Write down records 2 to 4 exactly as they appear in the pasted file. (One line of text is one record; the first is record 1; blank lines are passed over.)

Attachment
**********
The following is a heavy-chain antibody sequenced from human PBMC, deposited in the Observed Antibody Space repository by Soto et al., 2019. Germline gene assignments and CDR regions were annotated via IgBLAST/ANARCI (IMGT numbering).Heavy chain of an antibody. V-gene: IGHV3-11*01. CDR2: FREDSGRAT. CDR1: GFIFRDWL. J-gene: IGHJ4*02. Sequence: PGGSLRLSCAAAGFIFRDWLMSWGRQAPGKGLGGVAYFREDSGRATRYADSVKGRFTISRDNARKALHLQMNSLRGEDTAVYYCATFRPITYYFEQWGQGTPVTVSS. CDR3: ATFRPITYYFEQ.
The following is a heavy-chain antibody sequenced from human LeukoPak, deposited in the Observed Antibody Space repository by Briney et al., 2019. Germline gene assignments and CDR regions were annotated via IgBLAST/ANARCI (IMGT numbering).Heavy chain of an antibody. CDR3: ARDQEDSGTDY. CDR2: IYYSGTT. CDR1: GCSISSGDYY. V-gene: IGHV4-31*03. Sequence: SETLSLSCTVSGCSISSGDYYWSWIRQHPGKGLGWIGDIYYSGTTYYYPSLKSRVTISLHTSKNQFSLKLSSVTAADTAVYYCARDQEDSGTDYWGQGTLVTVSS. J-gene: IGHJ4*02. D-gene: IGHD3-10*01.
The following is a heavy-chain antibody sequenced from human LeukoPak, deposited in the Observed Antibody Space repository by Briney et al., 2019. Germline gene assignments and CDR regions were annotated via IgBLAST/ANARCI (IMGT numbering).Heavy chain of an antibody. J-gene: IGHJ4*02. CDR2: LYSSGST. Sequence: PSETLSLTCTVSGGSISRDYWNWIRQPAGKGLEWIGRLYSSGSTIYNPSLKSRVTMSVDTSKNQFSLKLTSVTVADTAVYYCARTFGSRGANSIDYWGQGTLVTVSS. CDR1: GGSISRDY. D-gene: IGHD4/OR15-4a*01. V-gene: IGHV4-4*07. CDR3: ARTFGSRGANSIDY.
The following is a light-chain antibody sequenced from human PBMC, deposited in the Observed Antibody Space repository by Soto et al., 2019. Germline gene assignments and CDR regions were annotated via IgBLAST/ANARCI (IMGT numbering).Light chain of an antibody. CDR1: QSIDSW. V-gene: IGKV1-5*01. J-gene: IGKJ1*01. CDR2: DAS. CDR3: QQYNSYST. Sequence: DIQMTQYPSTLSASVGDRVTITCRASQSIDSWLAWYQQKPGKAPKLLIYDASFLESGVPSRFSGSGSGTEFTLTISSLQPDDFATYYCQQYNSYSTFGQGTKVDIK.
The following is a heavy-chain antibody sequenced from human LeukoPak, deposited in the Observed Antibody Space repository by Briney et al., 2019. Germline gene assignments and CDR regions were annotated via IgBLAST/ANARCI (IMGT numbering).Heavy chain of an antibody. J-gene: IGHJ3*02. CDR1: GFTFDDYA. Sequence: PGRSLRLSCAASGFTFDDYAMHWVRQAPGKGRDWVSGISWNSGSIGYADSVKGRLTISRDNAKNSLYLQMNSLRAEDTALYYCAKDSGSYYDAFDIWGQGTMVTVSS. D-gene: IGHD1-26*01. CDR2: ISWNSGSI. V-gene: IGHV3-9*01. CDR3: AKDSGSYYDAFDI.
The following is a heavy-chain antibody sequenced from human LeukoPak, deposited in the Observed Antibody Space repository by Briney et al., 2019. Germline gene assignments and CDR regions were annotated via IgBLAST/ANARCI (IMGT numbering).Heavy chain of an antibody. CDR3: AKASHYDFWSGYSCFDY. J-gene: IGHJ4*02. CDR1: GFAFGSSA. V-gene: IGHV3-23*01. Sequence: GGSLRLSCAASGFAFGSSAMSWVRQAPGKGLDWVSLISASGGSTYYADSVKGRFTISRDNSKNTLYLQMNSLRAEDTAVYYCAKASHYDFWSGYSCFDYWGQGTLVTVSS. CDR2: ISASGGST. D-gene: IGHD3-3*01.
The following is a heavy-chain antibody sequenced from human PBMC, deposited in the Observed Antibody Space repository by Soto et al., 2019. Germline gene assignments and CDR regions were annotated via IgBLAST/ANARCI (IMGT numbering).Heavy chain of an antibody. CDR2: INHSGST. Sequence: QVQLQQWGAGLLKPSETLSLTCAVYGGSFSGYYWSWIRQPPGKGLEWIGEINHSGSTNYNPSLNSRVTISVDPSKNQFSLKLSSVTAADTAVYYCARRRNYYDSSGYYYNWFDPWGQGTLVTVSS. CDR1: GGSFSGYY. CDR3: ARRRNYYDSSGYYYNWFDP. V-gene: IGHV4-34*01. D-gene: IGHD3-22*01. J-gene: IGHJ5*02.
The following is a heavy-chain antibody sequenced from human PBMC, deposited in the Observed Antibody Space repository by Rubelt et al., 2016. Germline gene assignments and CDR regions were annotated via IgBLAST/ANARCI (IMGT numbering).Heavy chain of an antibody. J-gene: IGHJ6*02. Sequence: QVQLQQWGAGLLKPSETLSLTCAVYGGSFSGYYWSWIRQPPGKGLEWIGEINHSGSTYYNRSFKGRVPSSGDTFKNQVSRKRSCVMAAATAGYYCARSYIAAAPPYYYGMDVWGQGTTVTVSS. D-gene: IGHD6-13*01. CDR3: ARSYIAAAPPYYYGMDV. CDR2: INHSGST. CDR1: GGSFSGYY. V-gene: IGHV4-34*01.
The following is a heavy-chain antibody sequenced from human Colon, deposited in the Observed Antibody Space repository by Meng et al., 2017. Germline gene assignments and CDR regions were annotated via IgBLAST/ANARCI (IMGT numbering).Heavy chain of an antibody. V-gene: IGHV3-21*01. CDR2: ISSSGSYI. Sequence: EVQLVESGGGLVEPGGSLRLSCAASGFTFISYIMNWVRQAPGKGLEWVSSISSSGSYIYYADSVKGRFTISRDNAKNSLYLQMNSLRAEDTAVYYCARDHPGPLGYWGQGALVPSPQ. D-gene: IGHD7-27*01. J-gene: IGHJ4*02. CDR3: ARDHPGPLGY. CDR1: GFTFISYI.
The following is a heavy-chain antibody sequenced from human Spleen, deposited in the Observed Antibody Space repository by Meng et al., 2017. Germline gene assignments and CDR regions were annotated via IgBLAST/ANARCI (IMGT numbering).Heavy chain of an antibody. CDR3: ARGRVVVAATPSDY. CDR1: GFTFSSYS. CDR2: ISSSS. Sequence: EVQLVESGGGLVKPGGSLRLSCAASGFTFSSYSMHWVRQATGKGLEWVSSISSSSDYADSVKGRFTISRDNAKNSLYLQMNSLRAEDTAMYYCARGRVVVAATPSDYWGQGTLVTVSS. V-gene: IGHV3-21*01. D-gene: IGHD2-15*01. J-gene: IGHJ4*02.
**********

The following is a heavy-chain antibody sequenced from human LeukoPak, deposited in the Observed Antibody Space repository by Briney et al., 2019. Germline gene assignments and CDR regions were annotated via IgBLAST/ANARCI (IMGT numbering).Heavy chain of an antibody. CDR3: ARDQEDSGTDY. CDR2: IYYSGTT. CDR1: GCSISSGDYY. V-gene: IGHV4-31*03. Sequence: SETLSLSCTVSGCSISSGDYYWSWIRQHPGKGLGWIGDIYYSGTTYYYPSLKSRVTISLHTSKNQFSLKLSSVTAADTAVYYCARDQEDSGTDYWGQGTLVTVSS. J-gene: IGHJ4*02. D-gene: IGHD3-10*01.
The following is a heavy-chain antibody sequenced from human LeukoPak, deposited in the Observed Antibody Space repository by Briney et al., 2019. Germline gene assignments and CDR regions were annotated via IgBLAST/ANARCI (IMGT numbering).Heavy chain of an antibody. J-gene: IGHJ4*02. CDR2: LYSSGST. Sequence: PSETLSLTCTVSGGSISRDYWNWIRQPAGKGLEWIGRLYSSGSTIYNPSLKSRVTMSVDTSKNQFSLKLTSVTVADTAVYYCARTFGSRGANSIDYWGQGTLVTVSS. CDR1: GGSISRDY. D-gene: IGHD4/OR15-4a*01. V-gene: IGHV4-4*07. CDR3: ARTFGSRGANSIDY.
The following is a light-chain antibody sequenced from human PBMC, deposited in the Observed Antibody Space repository by Soto et al., 2019. Germline gene assignments and CDR regions were annotated via IgBLAST/ANARCI (IMGT numbering).Light chain of an antibody. CDR1: QSIDSW. V-gene: IGKV1-5*01. J-gene: IGKJ1*01. CDR2: DAS. CDR3: QQYNSYST. Sequence: DIQMTQYPSTLSASVGDRVTITCRASQSIDSWLAWYQQKPGKAPKLLIYDASFLESGVPSRFSGSGSGTEFTLTISSLQPDDFATYYCQQYNSYSTFGQGTKVDIK.